I am working a large programme currently using an NEC3 ECC Option E Contracts, soon be transitioning to NEC3 ECC Option C Contracts. (I personally work Employer side).
A question has been raised as to how many hours a contractor can claim for an individual against our contract in instances where the individual in question is also spending time working for another employer.
Example - We have defined a 40 hour working week is allowable for our contractor to apply for providing the contractor complies with the terms of the contract (Required to provide the works & within the working area). The contractors cost to employ calculation (which provides the individuals people cost rate) is also based on a 40 hour week, as are the individuals T&C’s. Our contractor is claiming that if said individual works a 50 hour week (40 hours to our contract, 10 hours to a different employers contract) they are still within their rights to apply for 40 hours of cost against our contract using the same rate. Please note: Person in question is not entitled to overtime.
My stance is that as the contractor can only recover defined cost they should only be able to recover the defined cost incurred. This would either result in a pro-rata calculation being applied to time, or the cost to employ rate would be reduced to take into account the revised working hours.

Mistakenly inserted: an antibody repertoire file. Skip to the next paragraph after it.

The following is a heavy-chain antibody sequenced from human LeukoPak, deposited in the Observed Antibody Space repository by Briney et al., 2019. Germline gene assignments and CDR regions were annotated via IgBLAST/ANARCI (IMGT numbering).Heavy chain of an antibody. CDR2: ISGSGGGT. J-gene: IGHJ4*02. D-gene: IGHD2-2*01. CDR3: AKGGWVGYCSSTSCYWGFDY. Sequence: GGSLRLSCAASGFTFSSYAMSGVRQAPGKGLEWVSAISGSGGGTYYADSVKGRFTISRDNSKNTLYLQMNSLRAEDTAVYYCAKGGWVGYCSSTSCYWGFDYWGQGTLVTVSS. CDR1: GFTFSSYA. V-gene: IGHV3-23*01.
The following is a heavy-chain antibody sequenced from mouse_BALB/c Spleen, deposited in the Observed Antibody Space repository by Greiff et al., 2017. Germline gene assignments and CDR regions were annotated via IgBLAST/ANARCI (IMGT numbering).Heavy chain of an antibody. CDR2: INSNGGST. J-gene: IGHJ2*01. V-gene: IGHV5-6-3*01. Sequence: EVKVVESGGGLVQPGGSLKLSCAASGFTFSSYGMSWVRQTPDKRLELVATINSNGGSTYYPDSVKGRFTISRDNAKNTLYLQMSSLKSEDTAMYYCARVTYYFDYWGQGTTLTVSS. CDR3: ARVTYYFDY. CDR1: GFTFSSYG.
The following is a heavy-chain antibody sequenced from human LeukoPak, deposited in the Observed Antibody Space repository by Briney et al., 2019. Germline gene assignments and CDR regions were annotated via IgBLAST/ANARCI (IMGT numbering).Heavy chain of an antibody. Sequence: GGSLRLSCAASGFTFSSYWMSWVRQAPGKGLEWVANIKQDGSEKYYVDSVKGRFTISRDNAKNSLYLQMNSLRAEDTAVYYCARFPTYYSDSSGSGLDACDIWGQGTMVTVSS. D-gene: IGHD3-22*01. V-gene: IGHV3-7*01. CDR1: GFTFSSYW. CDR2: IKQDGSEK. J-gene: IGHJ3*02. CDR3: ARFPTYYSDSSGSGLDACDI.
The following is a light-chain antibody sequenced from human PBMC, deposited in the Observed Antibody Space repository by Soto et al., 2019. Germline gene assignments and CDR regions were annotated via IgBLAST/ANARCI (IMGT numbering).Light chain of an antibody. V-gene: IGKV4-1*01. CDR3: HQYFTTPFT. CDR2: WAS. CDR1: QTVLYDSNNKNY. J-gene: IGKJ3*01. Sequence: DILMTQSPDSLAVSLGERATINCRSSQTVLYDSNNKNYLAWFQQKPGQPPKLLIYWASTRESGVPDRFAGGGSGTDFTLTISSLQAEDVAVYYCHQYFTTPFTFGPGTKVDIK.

The Schedule of Cost Components (NEC3) at sub-clause 11 states;
‘Wages, salaries and amounts paid by the Contractor for people paid according to the time worked while they are within the Working Areas’.
I believe that this means the Contractor is paid a ‘proportional’ amount for people, based on what that person is paid and how many hours they spend in the Working Area.
If a rate has been calculated based on a 40 hour working week, then the 40 hours used is, presumably, based on the forecast number of hours that individual works in a week. If that individual is also working on other contracts, I would suggest that the ‘proportional’ hourly rate cost on your contract should be reduced, to take account of the fact that not all their time is spent working in the Working Areas on your contract.
The fact that the individual is not paid for ‘overtime’ hours means that the cost to employ per hour decreases the more hours they work. If they do get paid overtime, then the cost to employ per hour would increase and, strictly speaking, the hourly rate on your contract would increase due to the increase in the amount being paid to that individual.
The Contractor’s ‘cost to employ calculation’ is simply a mechanism to allow People costs to be paid. Presumably you have not included this as a contract document so you are not ‘bound’ by the calculated rates. I am also presuming that your contract includes reasonable auditing rights to allow a forensic examination of costs.